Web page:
Laughing in the Dark

Are we the only self-hating species? The only species that commits suicide? Are we the only species that laughs? Have you noticed how little humour there is in mass extinction and environmental destruction? That this secular end of days is the source of hardly any comedy?

It’s unseemly — profane even — to laugh out loud about the anthropocene. Unless it’s that grim, knowing, gritted-teeth kind of laughter in which we marvel at being part of a civilisation more concerned with counting calories than carbon. (If only we could harness vanity in the service of ecological repair); in which we mutter, “well, you gotta laugh because what else can you do?” or “if I didn’t laugh, I’d be weeping”.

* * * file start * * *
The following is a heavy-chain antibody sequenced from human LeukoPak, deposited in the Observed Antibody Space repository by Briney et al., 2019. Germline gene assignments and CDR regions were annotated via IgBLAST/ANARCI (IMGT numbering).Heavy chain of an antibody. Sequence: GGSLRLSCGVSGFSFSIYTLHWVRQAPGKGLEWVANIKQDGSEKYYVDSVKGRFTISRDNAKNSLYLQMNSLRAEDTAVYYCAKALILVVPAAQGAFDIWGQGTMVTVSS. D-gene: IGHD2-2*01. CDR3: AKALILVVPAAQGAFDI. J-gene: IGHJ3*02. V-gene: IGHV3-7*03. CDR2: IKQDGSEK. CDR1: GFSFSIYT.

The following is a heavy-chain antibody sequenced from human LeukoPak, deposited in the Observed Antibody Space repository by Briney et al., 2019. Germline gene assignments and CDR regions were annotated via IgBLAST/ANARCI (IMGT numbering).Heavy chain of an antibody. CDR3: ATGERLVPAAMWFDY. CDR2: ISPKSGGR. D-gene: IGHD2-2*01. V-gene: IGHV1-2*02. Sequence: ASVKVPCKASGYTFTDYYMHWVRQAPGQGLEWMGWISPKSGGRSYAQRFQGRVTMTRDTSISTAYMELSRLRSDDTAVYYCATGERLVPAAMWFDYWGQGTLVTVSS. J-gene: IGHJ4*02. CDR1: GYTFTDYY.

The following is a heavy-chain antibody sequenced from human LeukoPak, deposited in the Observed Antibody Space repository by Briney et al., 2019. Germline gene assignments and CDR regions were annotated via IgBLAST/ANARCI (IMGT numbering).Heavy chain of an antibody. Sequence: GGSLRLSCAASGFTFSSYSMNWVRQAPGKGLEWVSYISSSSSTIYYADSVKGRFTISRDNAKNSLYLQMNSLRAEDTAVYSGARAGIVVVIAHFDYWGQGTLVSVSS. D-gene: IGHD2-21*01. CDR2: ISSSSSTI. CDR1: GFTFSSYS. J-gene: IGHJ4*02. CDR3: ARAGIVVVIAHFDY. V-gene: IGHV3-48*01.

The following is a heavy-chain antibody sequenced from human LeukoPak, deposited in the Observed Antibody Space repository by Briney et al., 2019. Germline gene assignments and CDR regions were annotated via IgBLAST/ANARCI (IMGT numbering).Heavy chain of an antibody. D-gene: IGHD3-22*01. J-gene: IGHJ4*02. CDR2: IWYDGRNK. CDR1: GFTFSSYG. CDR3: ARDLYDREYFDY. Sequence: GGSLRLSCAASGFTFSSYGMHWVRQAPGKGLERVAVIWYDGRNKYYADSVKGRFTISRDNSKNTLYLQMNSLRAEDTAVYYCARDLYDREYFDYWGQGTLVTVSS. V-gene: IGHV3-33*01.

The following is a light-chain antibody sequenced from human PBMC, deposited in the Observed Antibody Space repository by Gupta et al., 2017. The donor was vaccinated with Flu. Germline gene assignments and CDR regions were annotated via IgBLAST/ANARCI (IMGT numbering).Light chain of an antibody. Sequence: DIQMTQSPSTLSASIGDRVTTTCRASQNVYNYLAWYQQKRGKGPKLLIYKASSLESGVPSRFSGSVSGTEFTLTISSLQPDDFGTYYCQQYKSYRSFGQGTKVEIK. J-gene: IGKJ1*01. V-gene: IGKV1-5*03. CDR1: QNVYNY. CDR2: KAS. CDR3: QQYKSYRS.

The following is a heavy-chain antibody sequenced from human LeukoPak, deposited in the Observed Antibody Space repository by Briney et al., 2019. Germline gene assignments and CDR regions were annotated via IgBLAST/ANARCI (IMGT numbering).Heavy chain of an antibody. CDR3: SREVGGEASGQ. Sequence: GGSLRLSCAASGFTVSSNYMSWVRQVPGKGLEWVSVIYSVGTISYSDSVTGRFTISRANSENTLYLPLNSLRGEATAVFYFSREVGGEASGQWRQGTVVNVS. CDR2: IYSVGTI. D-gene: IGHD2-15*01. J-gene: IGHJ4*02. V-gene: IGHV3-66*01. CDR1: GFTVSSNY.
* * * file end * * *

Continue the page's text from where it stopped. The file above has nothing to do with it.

Yes, there’s a lot of Weeping in the Dark, but not much laughing. Which is also surprising, because we often laugh at tragedy. Think war (Black Adder Goes Forth, Waugh’s Scoop); racism and red-neckerism (All in the Family); religion, which is a tragedy only to some of us (The Life of Brian, Religulous, the Bible); humanity (where to start? Perhaps Gulliver’s Travels, Candide, or the Bible, again.)

If Henri Bergson is right and laughter doesn’t exist outside the pale of what is strictly human; and if, as he says, its natural environment is society, then shouldn’t this be a time of rolling in the aisles clutching our stomachs in uncontrollable mirth? Because what could be more human than this human-all-too-human epoch?

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